Oil rises as WHO declares emergency, but opposes travel restrictions

LONDON/SINGAPORE (Reuters) – Oil prices rose on Friday but were still set for a fourth consecutive weekly loss, as markets attempted to assess the economic damage of the coronavirus that has spread from China to around 20 countries, killing more than 200 people.

FILE PHOTO: Oil pump jacks work at sunset near Midland, Texas, U.S., August 21, 2019. REUTERS/Jessica Lutz

Brent crude LCOc1 was 31 cents higher at $58.60 a barrel by 0943 GMT but was still down 3.4% on the week.

U.S. West Texas Intermediate (WTI) CLc1 rose by 34 cents to $52.48 a barrel. It is 3.2% lower on the week.

Both benchmarks rose by more than $1 earlier in the session.

The WHO said late Thursday that the coronavirus outbreak was a global emergency, but calmed the markets by opposing travel restrictions. It said Chinese actions so far will “reverse the tide” of its spread.

“China’s better-than-expected expansion in its January non-manufacturing PMI, along with the concerted efforts by the authorities to contain the viral outbreak, could help push back against some of the fears surrounding the epidemic’s impact on the world’s second-largest economy,” said Han Tan, market analyst at FXTM.

Oil prices were also buoyed by reports that Saudi Arabia has opened a discussion about moving an upcoming policy meeting to early February from March to address the impact of coronavirus on crude demand.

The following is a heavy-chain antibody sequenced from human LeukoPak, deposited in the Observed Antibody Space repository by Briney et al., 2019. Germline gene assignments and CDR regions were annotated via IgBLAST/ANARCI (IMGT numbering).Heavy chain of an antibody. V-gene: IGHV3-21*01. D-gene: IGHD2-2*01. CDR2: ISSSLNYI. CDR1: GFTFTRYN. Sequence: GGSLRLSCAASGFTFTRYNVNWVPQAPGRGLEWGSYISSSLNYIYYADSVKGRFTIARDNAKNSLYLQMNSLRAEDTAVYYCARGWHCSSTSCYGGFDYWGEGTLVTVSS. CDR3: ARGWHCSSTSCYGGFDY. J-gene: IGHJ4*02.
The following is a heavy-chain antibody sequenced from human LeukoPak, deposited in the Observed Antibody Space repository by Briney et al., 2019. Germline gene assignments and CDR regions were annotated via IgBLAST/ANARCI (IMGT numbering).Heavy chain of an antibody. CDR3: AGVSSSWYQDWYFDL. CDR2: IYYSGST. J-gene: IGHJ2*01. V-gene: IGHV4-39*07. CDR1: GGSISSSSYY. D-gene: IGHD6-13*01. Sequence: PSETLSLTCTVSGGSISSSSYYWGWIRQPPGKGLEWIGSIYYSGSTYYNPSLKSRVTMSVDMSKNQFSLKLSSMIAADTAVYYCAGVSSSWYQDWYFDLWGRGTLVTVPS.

Energy consultancy Wood Mackenzie lowered its estimate for world oil demand by 500,000 barrels per day (bpd) for the first quarter of 2020, according to its consultant Yujiao Lei, saying China’s oil demand for the same period could also be reduced by more than 250,000 bpd.

“Although the Chinese government has been taking action more swiftly in a more determined manner than in 2003 (during the SARS outbreak), Chinese domestic and international transport activity is incomparably higher today and thus the impact may be larger,” Lei added.

China’s new year holiday was due to end on Friday, when many companies planned to get back to work after a week-long vacation, but authorities have ordered businesses in many areas to stay shut longer in a bid to contain the disease.

Widespread travel restrictions, meanwhile, mean millions of migrant workers may be unable to return to what has often been called the world’s factory floor.

A growing number of airlines are suspending flights to China to halt the spread of the virus.

Brexit day, which comes three and a half years after the United Kingdom first voted to leave the European Union, is not expected to move markets, analysts said.

Reporting by Bozorgmehr Sharafedin in London and Roslan Khasawneh in Singapore; Editing by David Holmes

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